Microsoft Excel Cheatsheet reference guide...

Microsoft Excel Cheat Sheet
Microsoft Excel Cheat Sheet

Ctrl + Spacebar - Selects the entire column in a worksheet.
Shift + Spacebar - Selects the entire row in a worksheet.
Copy and Paste
Ctrl + C - Copy selected text.
Ctrl + V - Paste copied text.
Ctrl + Alt + V - Opens Paste Special dialogue box.
Ctrl + D - Uses Fill Down function to copy contents and formatting of top cell to selected cells below.
Ctrl + 1 - Format Cells dialogue box.
Ctrl + Z - Undo
Ctrl + Y - Redo
Ctrl + F2 - Print Preview
Ctrl + F - Find and Replace dialogue box
Alt + Shift + F1 - Inserts new worksheet.
Ctrl + Home - Returns to cell A-1
Ctrl + End - Moves to the last used cell in the worksheet.
Function Keys
F1 - Help
F2 - Edits active cell, puts insertion cursor at end of cell contents.
F4 - Repeat last command or action.
F7 - Spellcheck
F11 - Creates a chart of data in the current selected range.
F12 - Save As...

Formula Components Explained

Cell Expressions
Name of a Cell - Examples: A10 (Column A, Row 10), or F36 (Column F, Row 36)
Multiple Individual Cells - Examples: A9,G22 (Cell A9 and G22), or B12, Z24,AA13 (Cells B12, Z24, and AA13)
Cell Ranges - Examples: C11:C95 (Cells in column C and rows 11-95), or D14:H22 (cells in columns D through H, and cells 14-22)
Formula Writing - All formulas begin with "=", include a function like SUM, and a range of cells. Example: =SUM(A12:A27) will display the sum of all numbers in rows 12-27 in column A.

Common Excel Math Functions

Average - Finds the average value of the selected range. Example: =Average(A2:C14)
Count - Returns the number of cells that contain numbers. Example: If you had numbers in cells A1, A2, and A6 and words in cells A3, A4, and A5, you could use the formula =Count(A1:A6) and it would return 3, since three of the cells in the range are number contents.
Max - Finds the largest value in the selected range. Example: =Max(B2:B88) would find the highest number in that range and display it.
Min - Finds the smallest value in the selected range. Example: =Min(B2:B88) would find the lowest number in that range and display it.
Product - Multiplies numbers in the selected range and returns the answer. Example: =Product(B4,B5) would multiply the values in cells B4 and B5 and display the product.
Sum - Adds the values in the selected range and returns the answer: Example: =Sum(B4,B5) would add the values of B4 and B5 and return the sum.
Trunc - Truncates the number in the selected cell to the designated number of decimal spaces. Example =Trunc(B7, 2) where B7=36.251 would return the value 36.25. =Trunc(B7, -1) would return the value 30.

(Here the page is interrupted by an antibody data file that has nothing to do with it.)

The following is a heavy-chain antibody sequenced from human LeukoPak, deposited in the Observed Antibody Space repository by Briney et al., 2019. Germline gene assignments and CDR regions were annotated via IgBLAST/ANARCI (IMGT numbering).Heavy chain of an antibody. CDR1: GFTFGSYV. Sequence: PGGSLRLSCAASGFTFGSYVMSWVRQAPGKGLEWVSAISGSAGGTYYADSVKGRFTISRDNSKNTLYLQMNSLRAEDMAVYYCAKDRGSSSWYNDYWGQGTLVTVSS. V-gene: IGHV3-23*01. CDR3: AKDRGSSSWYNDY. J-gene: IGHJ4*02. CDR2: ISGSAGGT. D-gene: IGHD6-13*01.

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Creating and Using Charts

Excel Tutorial: 2010 Charts
Excel Tutorial: 2010 Charts

As with all versions of Excel, making charts and graphs is easy and there are numerous ways to customize them. The simplest way to create a chart in any version of Excel is to select the data you wish to use and then press the F11 key at the top of our keyboard, which adds a default chart to your worksheet. Creating different types of charts in Excel 2010 is not much more difficult. Simply select the data and go to the Insert tab of the ribbon. In the Charts group, click on the type of chart you want to add and then choose a subtype. Once you have inserted a chart, you will be given even more options, such as chart styles, layouts and colors.
Although the Insert Charts section does provide quite an array of options, you can check out Microsoft Excel tutorials to learn about even more complex charts. For example, you can learn how to make a thermometer chart that will help you track your progress toward a goal. Alternatively, you can learn about creating Pareto charts, which are commonly used in project management. No matter what type of chart you need to make, there is sure to be an Excel tutorial providing the required steps.

Working with Other Applications

An Excel tutorial guide would not be complete without mentioning the seamless integration of Excel 2010 with other Microsoft Office products. For instance, if you have both Excel and Publisher 2010 installed you can import a worksheet into Publisher or PowerPoint, ensuring that your publication will always have the most current data. You can use data in an Excel 2010 worksheet to perform a mail merge in MS Word or Publisher, as well. Excel works well with other Office applications as well, such as Access and OneNote.
Excel Tutorial: 2010 Publisher
Excel Tutorial: 2010 Publisher

Finally, you can use a scaled down version of Excel 2010 - and other 2010 Office products - no matter where you go, provided you have internet access. Microsoft now offers Office Web Apps 2010 online. Best of all, these applications are free to use!

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